The Lasker Foundation congratulates the winners of the 2015 Lasker Essay Contest. Participants were asked to consider the most important fundamental mystery in biology today that, if unlocked by basic research, would yield the greatest dividends for human health. 


First Place 

David Hill, University of Michigan in Ann Arbor, Michigan

David Hill is a postdoctoral fellow at the University of Michigan in Ann Arbor, Michigan. He was born in Akron, Ohio, and raised in suburban Cleveland. David earned his BS in biology at Kent State University. During his doctoral training at The Case Western Reserve University Lerner College of Medicine, David studied the role of extracellular matrix in host-microbe interactions of the intestinal surface. As a component of this research, David contributed to the development of a novel anti-inflammatory carbohydrate polymer based on structures naturally occurring in human milk. David now studies the molecular mechanisms that guide microbial colonization of the neonatal intestine. He lives in Ypsilanti, Michigan, with his lovely wife Michelle and their adorable and energetic son David. 
Essay: Mutual understanding: uncovering the mechanistic basis of the host-symbiont relationship in human health

 

Second Place

Joseph Rathkey, Case Western Reserve University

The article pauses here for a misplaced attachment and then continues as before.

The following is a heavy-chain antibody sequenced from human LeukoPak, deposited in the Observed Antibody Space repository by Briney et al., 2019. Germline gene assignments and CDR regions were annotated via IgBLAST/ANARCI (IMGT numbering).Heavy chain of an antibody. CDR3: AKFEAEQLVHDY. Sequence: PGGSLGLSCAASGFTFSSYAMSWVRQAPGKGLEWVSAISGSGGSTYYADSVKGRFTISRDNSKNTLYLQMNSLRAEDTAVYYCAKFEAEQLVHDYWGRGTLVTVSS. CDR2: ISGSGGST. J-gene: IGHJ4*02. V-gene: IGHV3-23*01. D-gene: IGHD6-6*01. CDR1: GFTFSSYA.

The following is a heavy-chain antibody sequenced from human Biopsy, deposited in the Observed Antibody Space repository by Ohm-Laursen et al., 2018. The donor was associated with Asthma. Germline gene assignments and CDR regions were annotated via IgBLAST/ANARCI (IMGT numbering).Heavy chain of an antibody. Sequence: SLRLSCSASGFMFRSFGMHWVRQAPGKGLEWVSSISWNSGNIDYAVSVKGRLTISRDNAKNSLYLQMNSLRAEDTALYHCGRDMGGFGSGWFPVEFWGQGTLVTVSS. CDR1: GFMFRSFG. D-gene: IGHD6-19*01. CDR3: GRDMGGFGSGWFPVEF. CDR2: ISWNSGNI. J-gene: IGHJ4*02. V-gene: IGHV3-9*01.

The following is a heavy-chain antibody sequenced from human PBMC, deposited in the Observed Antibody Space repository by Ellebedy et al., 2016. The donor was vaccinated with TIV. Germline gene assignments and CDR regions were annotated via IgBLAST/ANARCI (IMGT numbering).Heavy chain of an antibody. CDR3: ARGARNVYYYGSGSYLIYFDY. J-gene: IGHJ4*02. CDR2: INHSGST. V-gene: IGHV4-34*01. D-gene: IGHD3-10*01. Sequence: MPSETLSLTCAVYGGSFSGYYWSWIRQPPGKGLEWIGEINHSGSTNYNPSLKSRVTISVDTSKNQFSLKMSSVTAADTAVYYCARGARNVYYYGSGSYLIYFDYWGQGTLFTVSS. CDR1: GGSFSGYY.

Joseph Rathkey was born in Seoul, Korea, and grew up in Portland, Oregon. He attended Seattle Pacific University, where he earned a BS in physiology while conducting research in human energetics under Cara Wall-Scheffler. In 2013 Joseph joined the MSTP program at Case Western Reserve University and is currently working towards an MD and a PhD in immunology in the laboratory of Derek Abbott. His interests also include teaching and working with the urban underprivileged. In his spare time he enjoys the outdoors through running, backpacking, hiking, and mountain biking. 
Essay: In silico modeling as an ideal platform for future biological research and discovery

 

Third Place

Stephanie Ng, Yale University

Stephanie Ng grew up in Houston, Texas, and graduated magna cum laude from the Woodrow Wilson School of Public and International Affairs at Princeton University. She returned to Houston for medical school at Baylor College of Medicine, where she became interested in the intersection of mental health and public policy. She is currently a psychiatry resident at Yale University, with interests in health services research, public policy, and child and adolescent psychiatry. 
Essay: Depression and the final frontier

Omar Toubat, University of Southern California Keck School of Medicine

Omar Toubat is a second-year medical student at the University of Southern California Keck School of Medicine. Raised in Walnut, California, Omar graduated as valedictorian and an International Baccalaureate diploma recipient from Walnut High School. He subsequently attended the University of Southern California as a member of the Baccalaureate/MD program, where he majored in biological sciences. Prior to medical school, he spent a year conducting basic science research on cardiovascular developmental biology.
Essay: Mastering the genetic reprogramming of cells

 

We also asked our 2014 essay contest winner, Peter Soh, to share his thoughts about how this award has affected his professional development and his views on communicating medical and science issues with the public. 

Read More About Lasker Essay Contest